What Do You Think . . . was a defining moment in your leadership development?

One of the lessons I learned from J. Robert Clinton’s Leadership Emergence Theory is that there are “defining moments” that occur in the life of the leader.  These moments are pivotal moments in the leadership development process – a crucial lesson learned, a principle recognized, a change in behavior, and so on.  Can you identify any particular defining moments in your leadership development?  Please share them in the comment box below.

4 comments

  1. Matt Vander Wiele says:

    Honestly, I was actually fired from my father’s company in my twenties. I was offered the job back, however, I realized that even in my career I quickly was allowing that to identify me. God has much to teach me. This may be a poor opinion, but I have learned to prioritize the importance of my job in relation to other things such as what I call my first community (family) etc. In other words, I have learned to take my employment seriously, but not too seriously.

    • admin says:

      Thanks for sharing the story, Matt. I also had an experience that taught me that my job was not more important than my family.

  2. Erik Smith says:

    I think defining moments most often come in the midst of failure or disappointment. One such experience for me was when I applied for a position in administration at the school where I had been working for years. I had many colleagues encouraging me to do so, it seemed God was leading me there, and at the last moment a close friend applied and got the job. At first I was very hurt and confused, and others were upset on my behalf, but I had a choice to make. Would I be bitter, complain, and feed dissension, or trust God and respond in humility? In this case, by the grace of God, I chose wisely and publicly supported my friend who got the job. As a result, we were able to work alongside one another and help build a stronger leadership team that walked together through some challenging times.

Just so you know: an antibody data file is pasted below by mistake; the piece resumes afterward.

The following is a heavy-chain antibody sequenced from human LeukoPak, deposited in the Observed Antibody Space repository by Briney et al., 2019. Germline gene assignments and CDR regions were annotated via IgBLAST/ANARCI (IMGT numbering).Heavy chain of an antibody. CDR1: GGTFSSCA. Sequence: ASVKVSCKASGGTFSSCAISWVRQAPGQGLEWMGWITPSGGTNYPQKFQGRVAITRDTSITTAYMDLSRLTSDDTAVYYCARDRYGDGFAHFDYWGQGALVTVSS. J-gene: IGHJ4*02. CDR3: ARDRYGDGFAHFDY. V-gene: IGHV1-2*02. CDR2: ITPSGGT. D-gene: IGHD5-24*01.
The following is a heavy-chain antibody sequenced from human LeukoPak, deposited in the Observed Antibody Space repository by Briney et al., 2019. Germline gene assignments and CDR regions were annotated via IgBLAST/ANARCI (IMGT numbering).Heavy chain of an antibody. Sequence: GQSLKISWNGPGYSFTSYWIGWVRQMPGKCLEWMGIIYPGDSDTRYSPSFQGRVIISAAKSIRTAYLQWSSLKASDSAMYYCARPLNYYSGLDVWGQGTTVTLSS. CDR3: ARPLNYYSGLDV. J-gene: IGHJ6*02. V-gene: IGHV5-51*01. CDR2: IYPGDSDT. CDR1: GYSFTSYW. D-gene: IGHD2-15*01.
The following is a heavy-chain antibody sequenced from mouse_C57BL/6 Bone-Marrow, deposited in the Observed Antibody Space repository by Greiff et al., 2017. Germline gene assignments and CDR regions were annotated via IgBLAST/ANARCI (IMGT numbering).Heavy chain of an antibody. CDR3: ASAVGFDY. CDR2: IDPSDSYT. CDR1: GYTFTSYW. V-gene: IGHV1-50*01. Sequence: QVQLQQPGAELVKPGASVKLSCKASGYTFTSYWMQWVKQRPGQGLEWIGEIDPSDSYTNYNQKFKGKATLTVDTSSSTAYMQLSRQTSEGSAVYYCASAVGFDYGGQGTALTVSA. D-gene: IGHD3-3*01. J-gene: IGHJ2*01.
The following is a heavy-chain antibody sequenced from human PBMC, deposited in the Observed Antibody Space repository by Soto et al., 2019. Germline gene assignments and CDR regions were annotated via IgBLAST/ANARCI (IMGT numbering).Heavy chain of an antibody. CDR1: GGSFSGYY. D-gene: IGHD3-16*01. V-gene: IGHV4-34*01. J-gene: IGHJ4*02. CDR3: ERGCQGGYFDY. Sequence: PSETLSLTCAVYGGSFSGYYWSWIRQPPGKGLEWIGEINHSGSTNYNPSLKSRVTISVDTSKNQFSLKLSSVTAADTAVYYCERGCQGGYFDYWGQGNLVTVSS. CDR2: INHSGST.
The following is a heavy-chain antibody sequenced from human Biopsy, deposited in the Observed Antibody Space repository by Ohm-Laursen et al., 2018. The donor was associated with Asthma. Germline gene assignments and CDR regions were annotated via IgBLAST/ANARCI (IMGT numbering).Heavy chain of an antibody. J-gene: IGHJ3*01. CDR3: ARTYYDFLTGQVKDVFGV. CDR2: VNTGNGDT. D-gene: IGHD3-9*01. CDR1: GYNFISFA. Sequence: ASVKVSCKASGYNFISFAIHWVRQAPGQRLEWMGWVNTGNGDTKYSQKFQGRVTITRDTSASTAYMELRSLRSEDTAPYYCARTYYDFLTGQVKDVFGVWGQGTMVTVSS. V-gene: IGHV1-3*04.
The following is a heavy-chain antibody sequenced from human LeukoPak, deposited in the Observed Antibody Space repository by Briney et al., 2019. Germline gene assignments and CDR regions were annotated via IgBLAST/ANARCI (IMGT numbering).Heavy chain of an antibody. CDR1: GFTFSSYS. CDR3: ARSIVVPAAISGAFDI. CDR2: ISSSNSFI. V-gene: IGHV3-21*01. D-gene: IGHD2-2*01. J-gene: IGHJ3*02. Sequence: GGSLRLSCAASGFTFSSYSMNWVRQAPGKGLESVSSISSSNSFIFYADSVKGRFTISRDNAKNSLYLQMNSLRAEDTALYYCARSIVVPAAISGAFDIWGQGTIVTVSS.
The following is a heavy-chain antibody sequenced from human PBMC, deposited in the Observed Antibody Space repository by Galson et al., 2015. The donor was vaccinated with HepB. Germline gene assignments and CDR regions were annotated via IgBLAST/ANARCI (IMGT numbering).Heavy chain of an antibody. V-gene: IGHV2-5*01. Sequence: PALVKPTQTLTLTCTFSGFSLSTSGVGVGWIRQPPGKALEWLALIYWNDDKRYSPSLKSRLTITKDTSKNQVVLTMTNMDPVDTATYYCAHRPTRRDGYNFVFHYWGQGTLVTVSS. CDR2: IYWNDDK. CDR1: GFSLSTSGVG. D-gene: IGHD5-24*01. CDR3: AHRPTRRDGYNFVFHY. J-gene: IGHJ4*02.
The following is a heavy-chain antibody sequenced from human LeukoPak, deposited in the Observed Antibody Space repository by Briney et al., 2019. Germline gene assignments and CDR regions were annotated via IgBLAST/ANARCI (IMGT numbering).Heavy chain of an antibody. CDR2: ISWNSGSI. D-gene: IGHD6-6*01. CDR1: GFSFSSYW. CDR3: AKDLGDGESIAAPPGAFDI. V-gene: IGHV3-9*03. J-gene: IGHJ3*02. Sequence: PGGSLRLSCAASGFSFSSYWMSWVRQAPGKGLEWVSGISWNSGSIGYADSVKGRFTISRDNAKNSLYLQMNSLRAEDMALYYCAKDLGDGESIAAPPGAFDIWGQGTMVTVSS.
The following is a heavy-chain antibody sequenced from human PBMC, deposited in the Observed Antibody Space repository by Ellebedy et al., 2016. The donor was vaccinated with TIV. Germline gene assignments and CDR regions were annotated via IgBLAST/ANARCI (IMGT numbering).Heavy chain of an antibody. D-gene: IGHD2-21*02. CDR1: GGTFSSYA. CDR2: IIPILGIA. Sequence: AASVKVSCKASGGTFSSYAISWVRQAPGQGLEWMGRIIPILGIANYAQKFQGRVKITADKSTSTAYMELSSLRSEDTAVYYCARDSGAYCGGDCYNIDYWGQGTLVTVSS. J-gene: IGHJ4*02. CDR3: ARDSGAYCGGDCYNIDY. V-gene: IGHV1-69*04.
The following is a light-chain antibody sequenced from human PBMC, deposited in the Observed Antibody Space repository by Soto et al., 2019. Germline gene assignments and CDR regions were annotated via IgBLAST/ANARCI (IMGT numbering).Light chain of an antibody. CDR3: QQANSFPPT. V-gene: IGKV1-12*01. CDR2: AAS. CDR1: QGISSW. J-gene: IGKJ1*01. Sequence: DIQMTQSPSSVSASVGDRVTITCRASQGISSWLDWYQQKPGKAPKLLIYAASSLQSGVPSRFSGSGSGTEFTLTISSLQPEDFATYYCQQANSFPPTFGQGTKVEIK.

• jsmcmaster says:

      Erik, your response showed maturity and growth, and I believe you became more effective from what you had learned in the process.

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